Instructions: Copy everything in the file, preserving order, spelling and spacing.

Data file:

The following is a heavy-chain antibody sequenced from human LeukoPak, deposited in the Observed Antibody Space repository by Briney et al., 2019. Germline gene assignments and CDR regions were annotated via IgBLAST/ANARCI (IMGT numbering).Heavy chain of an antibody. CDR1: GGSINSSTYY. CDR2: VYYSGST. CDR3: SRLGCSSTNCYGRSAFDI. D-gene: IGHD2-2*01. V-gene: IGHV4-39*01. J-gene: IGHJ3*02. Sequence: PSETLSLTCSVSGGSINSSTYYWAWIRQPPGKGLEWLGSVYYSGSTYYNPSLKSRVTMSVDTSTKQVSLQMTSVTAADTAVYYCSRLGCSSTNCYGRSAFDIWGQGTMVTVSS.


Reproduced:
The following is a heavy-chain antibody sequenced from human LeukoPak, deposited in the Observed Antibody Space repository by Briney et al., 2019. Germline gene assignments and CDR regions were annotated via IgBLAST/ANARCI (IMGT numbering).Heavy chain of an antibody. CDR1: GGSINSSTYY. CDR2: VYYSGST. CDR3: SRLGCSSTNCYGRSAFDI. D-gene: IGHD2-2*01. V-gene: IGHV4-39*01. J-gene: IGHJ3*02. Sequence: PSETLSLTCSVSGGSINSSTYYWAWIRQPPGKGLEWLGSVYYSGSTYYNPSLKSRVTMSVDTSTKQVSLQMTSVTAADTAVYYCSRLGCSSTNCYGRSAFDIWGQGTMVTVSS.